Weather observations rescued from RN WW2 logs

Positions of the 1.5 million records rescued (Video page)


ICOADS has many fewer observations during the period of the second world war than either before or after. To try and fill this observational gap, we set out to rescue observations recorded in the Royal Navy ship’s logbook collection at the National Archives (ADM53). (Image samples are in the paper).

Around 250,000 page images were made from the logbooks, from the years 1938-9, and 1941-46 (we ran out of funds before getting to 1940). This is not all the logbooks in the collection - voyages exclusively in UK waters or the North Atlantic were left out as those areas were the best observed. There would have been value in the logs left out, we just couldn’t afford to rescue them.

This project was driven and funded by NOAA’s Climate Data Modernisation Program, who funded the document discovery, imaging, and transcription (the data conversion and analysis was done by the Met Office). This means the transcription was done by CDMP’s professional contractors.

The project had two objectives: to generate additional observations for ICOADS in the sparsely-observed WW2 period, and to start-up a program of marine data rescue in the UK. It was very successful on both fronts.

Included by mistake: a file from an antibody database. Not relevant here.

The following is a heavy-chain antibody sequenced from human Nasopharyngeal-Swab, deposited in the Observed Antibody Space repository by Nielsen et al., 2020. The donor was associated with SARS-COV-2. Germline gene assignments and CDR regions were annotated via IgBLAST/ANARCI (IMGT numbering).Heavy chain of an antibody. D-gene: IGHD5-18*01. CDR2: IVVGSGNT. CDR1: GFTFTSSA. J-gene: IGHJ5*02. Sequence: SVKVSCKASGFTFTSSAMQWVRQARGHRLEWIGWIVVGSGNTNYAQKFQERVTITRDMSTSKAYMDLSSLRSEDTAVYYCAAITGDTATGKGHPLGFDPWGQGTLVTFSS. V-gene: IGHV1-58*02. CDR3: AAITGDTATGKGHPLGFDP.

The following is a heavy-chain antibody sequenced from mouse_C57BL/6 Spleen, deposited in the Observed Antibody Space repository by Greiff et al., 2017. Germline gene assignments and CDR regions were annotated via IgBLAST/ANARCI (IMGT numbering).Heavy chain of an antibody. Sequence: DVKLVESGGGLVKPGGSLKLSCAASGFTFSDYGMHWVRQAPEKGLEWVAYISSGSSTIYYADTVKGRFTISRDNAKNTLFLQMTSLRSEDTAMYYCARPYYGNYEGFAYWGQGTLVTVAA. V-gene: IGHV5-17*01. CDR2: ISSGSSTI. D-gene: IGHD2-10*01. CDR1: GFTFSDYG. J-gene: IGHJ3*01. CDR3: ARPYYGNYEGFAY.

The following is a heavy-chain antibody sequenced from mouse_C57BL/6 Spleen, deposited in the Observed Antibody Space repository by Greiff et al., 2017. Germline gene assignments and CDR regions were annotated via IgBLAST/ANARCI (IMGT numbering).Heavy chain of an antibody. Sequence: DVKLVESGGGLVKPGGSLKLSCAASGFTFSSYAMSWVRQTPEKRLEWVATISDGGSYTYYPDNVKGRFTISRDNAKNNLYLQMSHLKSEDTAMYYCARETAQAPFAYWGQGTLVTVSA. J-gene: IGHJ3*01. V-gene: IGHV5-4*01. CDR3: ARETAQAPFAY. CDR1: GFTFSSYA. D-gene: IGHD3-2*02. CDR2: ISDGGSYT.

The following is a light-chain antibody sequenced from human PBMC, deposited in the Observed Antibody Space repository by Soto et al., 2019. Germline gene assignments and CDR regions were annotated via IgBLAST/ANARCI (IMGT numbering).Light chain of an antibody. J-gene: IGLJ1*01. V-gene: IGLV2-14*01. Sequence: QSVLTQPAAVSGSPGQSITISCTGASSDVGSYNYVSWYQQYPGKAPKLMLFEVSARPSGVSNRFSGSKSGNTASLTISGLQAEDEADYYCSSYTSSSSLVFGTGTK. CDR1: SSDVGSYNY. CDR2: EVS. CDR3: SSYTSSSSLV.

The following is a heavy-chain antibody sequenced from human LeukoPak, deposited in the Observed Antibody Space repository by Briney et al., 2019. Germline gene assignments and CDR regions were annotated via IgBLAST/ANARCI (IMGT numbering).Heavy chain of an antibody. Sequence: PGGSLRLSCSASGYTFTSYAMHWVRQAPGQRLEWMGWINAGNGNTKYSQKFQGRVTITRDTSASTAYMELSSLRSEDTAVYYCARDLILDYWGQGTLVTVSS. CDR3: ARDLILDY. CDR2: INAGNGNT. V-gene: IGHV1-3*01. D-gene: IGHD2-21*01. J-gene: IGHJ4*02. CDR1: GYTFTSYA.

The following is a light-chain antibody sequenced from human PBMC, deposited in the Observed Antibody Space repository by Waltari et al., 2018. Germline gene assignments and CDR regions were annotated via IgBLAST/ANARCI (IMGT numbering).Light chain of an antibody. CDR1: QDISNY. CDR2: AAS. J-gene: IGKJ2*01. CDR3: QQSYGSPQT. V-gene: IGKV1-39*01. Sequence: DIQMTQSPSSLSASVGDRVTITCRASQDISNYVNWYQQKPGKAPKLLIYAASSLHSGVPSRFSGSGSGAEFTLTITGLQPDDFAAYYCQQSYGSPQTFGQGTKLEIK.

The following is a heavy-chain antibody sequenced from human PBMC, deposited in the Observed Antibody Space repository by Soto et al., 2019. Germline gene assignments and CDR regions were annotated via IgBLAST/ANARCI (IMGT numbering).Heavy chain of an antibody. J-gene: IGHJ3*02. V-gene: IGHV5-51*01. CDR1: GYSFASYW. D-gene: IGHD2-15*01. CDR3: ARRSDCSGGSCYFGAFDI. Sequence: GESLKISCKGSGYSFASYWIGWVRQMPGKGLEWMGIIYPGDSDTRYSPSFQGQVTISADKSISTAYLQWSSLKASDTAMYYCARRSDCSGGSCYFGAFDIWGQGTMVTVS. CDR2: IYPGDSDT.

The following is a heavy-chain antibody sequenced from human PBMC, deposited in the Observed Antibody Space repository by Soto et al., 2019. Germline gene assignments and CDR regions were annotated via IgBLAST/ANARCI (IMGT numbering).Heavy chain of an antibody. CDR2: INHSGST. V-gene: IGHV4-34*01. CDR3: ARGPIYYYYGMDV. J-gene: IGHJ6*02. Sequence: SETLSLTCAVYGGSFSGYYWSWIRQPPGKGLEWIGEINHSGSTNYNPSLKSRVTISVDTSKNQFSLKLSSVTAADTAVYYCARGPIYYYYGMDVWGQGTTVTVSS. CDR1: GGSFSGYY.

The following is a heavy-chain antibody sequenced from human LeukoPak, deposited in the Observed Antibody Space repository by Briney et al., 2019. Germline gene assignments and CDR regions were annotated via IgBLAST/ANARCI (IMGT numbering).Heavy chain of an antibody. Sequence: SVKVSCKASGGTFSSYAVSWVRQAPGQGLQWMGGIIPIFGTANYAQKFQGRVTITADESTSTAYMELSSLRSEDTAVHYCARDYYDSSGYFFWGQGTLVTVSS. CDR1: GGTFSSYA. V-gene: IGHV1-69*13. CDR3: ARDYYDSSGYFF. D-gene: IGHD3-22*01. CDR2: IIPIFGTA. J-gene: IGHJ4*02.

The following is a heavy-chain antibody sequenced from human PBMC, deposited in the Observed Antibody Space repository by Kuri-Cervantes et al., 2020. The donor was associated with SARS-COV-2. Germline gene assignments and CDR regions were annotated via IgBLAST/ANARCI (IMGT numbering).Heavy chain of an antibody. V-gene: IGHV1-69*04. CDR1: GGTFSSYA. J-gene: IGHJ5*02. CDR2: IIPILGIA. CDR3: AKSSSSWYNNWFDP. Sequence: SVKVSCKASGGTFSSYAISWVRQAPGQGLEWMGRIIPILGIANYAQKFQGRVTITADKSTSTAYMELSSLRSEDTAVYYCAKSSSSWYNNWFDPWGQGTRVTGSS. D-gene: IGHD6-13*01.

Costs and efficiency

Date run 2005 - 2008
observations rescued 8,086,529
Elapsed time (per ob.) 3.5 years (0.23 minutes)
Financial cost (per ob.) £1 million (£0.12)
Effort required (per ob.) 16 person years (0.19 person minutes)

These figures are very uncertain: (How are these (very uncertain) numbers estimated? (& Data source).

Lessons learned

  • The Observations in the ADM53 series in the National Archives are well worth rescuing. They are made by mariners, rather than meteorologists, and are less accurate than most observations in meteorological archives; but they are not bad, and there are a lot of them, with geographically widespread coverage.
  • If you can afford it, CDMP’s transcription technique of using a group of experienced, professional data keyers is a good way to go. They produced accurate transcriptions, in a well thought out, consistent, and easy to use format.
  • A major practical challenge for marine data is keeping track of the ship position. There is a position given on most log pages, but often it is the name of a port or place, and geolocating these can be very time-consuming.